Tropical Storm Julia, an oddity that developed over land rather than water, slogged out of Northeast Florida Wednesday morning and began dumping what is expected to be a significant amount of rain on Georgia and South Carolina.
An 11 a.m. bulletin from the National Hurricane Center said Julia, which formed just north of Jacksonsville Tuesday night, has moved to a location about 20 miles northeast of Brunswick, Georgia and continues heading north in “a slow and erratic motion”at about 6 miles an hour. Though it brought heavy rains to the Jacksonville area throughout the night, there was little apparent damage.
Tropical storms rarely form over land -- and it’s never happened before in Florida’s recorded meteorological history. The last land-birthed tropical storm in the United States was 1988’s Beryl, which took shape over Southeast Louisiana. During a brutal five-day march across the state and up into North Texas, it did $3 million in damage and claimed one life before dissolving into minor rainstorms in Oklahoma.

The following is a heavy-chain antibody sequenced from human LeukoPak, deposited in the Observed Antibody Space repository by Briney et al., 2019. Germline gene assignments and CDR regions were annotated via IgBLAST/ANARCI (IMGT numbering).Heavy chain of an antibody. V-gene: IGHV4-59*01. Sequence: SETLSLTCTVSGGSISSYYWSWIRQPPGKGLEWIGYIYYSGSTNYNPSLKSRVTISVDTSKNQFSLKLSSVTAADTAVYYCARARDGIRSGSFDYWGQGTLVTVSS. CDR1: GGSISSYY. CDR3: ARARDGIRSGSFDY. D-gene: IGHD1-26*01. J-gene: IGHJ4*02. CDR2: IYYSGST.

Nothing quite so rancorous is expected from Julia. The National Hurricane Center expects its 40 mph winds to lessen through Wednesday as the storm weakens into a tropical depression. The storm is expected to dump three to six inches of rain along the Georgia and South Carolina coastlines, with some areas getting as much as 10 inches.
That could trigger flash floods. And Julia could also spin off a tornado in coastal Georgia and the southern edge of South Carolina, the center warned.